The T20 World Cup, meanwhile, is scheduled for October and November. While there might be scope to postpone it, the complications of doing so are significant. Realistically, it is the date around which all other series must gravitate.
As things stand, the ECB have confirmed there will be no cricket – recreational or professional – before May 28. With the Championship season scheduled to start on April 12 and include seven rounds before the end of May, it looks set to be hit hard even in the best case scenario. And most would agree that even a start in mid-July is an optimistic aspiration.
While there could be the scope to reclaim some missing games by pushing the season into October, there is also an acceptance that the forms of the game that generate cash – international cricket and The Blast – will be prioritised ahead of the Championship. As a result, there is a chance the Championship season will be wiped out entirely for the first time since WW2.
But there is a desire, even at the top level of the ECB, to play first-class cricket this season. And with counties attempting to justify their membership fees, England players requiring cricket ahead of any potential Test series and the game clambering to regain a semblance of normality, it would be no surprise at all if a handful of first-class games were played at both the start and in the dying weeks of the season. In all but one of the ECB’s many mapped out scenarios, first-class county cricket does feature.
Whether that is enough to constitute a Championship campaign remains to be seen. The competition has generally been seen as a marathon: the reward for consistent cricket across six months. To award it to a side that may have played four, five or six games – perhaps in a regional group – with a knock-out section might be too much of a departure.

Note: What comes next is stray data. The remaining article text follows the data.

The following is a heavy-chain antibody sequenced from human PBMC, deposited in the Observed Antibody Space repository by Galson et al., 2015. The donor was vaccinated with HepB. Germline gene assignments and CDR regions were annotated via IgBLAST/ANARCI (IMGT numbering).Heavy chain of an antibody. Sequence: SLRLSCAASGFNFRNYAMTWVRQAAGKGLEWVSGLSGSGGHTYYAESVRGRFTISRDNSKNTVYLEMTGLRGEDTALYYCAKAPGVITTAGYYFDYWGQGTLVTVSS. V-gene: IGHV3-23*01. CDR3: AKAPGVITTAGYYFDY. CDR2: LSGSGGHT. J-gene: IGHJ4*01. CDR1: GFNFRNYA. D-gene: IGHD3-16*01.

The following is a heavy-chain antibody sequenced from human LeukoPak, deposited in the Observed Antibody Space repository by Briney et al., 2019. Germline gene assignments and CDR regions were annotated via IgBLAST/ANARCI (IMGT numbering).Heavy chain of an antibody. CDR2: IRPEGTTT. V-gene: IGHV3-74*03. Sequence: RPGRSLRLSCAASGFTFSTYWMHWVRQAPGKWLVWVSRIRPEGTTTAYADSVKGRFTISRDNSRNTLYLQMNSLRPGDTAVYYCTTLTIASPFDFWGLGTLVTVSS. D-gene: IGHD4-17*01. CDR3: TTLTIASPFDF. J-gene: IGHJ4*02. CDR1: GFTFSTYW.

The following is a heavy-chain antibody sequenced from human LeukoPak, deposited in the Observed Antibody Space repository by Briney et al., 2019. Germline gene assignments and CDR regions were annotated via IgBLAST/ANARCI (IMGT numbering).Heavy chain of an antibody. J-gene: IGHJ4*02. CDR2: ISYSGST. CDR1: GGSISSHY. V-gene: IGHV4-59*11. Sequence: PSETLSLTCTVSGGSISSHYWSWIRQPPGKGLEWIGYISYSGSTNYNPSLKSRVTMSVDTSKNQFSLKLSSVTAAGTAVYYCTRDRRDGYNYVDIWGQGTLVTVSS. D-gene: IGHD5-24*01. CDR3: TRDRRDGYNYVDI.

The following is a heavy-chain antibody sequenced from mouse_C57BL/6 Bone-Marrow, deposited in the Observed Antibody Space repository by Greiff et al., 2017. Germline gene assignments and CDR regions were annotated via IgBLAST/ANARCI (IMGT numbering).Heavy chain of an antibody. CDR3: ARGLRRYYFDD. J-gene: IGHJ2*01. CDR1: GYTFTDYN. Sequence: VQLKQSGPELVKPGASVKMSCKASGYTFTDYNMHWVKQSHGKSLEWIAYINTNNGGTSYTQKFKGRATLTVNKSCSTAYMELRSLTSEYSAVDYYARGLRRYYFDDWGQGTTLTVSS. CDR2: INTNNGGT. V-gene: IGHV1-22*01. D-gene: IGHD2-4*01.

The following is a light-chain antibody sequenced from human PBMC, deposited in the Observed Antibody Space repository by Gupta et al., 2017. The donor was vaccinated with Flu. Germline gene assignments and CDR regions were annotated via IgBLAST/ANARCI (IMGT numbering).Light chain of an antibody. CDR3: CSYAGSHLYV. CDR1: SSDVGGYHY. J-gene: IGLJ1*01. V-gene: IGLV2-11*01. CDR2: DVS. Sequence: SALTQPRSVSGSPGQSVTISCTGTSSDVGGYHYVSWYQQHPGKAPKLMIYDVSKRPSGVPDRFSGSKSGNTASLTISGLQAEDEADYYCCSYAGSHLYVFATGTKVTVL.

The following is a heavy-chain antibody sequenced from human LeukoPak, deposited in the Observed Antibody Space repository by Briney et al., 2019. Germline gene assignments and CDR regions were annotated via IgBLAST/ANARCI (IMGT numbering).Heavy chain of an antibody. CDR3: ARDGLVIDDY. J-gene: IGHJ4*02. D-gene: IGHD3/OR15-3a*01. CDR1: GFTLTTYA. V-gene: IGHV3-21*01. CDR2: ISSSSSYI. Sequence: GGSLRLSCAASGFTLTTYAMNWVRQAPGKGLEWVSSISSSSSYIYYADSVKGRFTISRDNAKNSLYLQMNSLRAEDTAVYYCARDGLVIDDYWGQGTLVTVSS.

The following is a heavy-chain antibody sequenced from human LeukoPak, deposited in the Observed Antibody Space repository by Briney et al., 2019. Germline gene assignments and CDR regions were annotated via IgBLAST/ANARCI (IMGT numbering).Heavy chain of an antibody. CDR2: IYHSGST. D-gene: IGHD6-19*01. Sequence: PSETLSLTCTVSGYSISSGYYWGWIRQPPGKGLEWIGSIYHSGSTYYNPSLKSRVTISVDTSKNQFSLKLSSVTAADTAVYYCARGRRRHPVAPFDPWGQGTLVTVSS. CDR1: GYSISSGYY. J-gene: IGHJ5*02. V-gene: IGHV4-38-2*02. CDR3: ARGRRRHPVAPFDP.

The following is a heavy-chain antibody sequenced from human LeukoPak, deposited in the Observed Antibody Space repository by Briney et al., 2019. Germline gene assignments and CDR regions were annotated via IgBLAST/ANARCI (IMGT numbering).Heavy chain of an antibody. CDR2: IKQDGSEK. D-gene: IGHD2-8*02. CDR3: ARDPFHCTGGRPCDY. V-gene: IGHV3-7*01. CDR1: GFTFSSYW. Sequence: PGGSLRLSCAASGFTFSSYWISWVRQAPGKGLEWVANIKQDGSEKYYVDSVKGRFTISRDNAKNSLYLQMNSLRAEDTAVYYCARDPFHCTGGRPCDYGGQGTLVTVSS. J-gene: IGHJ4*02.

It’s an argument most would love to have at the moment, though. Any form of first-class county cricket might be considered a bonus at this stage.
It looked, for a while, as if this was the most expendable competition of them all. Originally scheduled to run alongside the Hundred, it was set to be relegated to something of a “development competition”, as it was once described by an ECB executive, featuring only those players not required in the more high-profile competition.
Now, however, there is a chance that if the season starts early enough, the One-Day Cup (or some form of 50-over competition, anyway) could take place at the start of whatever season we have. Not only could the games, perhaps behind closed doors, fill a relatively large amount of television hours, but they could feature the best England-qualified players. If time is limited, this competition could be played as a knock-out. But it does have to be stressed: there is still a strong possibility we see no cricket this season
While there will not be any ECB ban on overseas players – there is some doubt as to the legality of such a move – it seems unlikely that many will be able to travel. Several have already had their contracts cancelled or deferred.
Every effort will be made to allow this competition to take place, even if that means it is pushed into the final weeks of an elongated season. And while there are worries over whether spectators will be allowed to attend – social distancing may be with us for many months – there is a hope that by scheduling for as late in the year as possible, the counties will have every chance of benefiting from ticket sales.
Indeed, in time, we may come to see a new-found appreciation of the Blast as one of the lessons of this episode. A competition requiring relatively little marketing spend – certainly by comparison with the Hundred – by guaranteeing somewhere around a million ticket sales is not to be sniffed at by a game desperate for the life line offered by cash sales. If there’s any cricket with spectators in the 2020 season, it’s likely that will be Blast cricket.
There’s little doubt that the BCCI will be keen to find a way to stage the IPL this year. With September one possibility, it raises the prospect of a clash of priorities for players between their IPL teams and their international commitments. If the IPL was to be played in September-October, it may also force the postponement of England’s limited-overs tour of India, which is due to played immediately ahead of the T20 World Cup. That series could, perhaps, be played early in the new year instead, ahead of England’s Test tour of India.
Puzzles like that will be discussed provisionally in an ICC video-conference between boards on Thursday, but as with all these plans, they are at the mercy of events well beyond anyone’s control.